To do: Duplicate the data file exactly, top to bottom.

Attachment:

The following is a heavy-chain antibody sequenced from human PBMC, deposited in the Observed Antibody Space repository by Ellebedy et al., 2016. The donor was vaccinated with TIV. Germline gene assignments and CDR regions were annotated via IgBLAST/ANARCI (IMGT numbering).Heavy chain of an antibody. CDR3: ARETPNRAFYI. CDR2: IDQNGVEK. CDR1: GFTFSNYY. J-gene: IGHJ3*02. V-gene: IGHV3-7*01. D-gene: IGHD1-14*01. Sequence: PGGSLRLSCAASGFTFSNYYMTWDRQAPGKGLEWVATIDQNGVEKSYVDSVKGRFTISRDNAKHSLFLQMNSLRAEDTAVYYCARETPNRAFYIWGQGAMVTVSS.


The following is a heavy-chain antibody sequenced from human PBMC, deposited in the Observed Antibody Space repository by Ellebedy et al., 2016. The donor was vaccinated with TIV. Germline gene assignments and CDR regions were annotated via IgBLAST/ANARCI (IMGT numbering).Heavy chain of an antibody. CDR3: ARETPNRAFYI. CDR2: IDQNGVEK. CDR1: GFTFSNYY. J-gene: IGHJ3*02. V-gene: IGHV3-7*01. D-gene: IGHD1-14*01. Sequence: PGGSLRLSCAASGFTFSNYYMTWDRQAPGKGLEWVATIDQNGVEKSYVDSVKGRFTISRDNAKHSLFLQMNSLRAEDTAVYYCARETPNRAFYIWGQGAMVTVSS.